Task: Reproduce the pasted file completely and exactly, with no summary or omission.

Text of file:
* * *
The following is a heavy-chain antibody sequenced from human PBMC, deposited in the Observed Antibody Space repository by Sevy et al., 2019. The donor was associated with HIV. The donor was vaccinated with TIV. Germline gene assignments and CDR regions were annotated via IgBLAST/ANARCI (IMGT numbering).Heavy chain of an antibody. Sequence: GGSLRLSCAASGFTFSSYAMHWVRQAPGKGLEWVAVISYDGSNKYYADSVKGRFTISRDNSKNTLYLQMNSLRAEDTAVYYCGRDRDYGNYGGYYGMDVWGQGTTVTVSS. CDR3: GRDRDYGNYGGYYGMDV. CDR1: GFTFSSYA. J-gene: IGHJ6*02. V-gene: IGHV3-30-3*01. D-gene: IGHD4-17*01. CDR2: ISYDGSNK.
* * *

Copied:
The following is a heavy-chain antibody sequenced from human PBMC, deposited in the Observed Antibody Space repository by Sevy et al., 2019. The donor was associated with HIV. The donor was vaccinated with TIV. Germline gene assignments and CDR regions were annotated via IgBLAST/ANARCI (IMGT numbering).Heavy chain of an antibody. Sequence: GGSLRLSCAASGFTFSSYAMHWVRQAPGKGLEWVAVISYDGSNKYYADSVKGRFTISRDNSKNTLYLQMNSLRAEDTAVYYCGRDRDYGNYGGYYGMDVWGQGTTVTVSS. CDR3: GRDRDYGNYGGYYGMDV. CDR1: GFTFSSYA. J-gene: IGHJ6*02. V-gene: IGHV3-30-3*01. D-gene: IGHD4-17*01. CDR2: ISYDGSNK.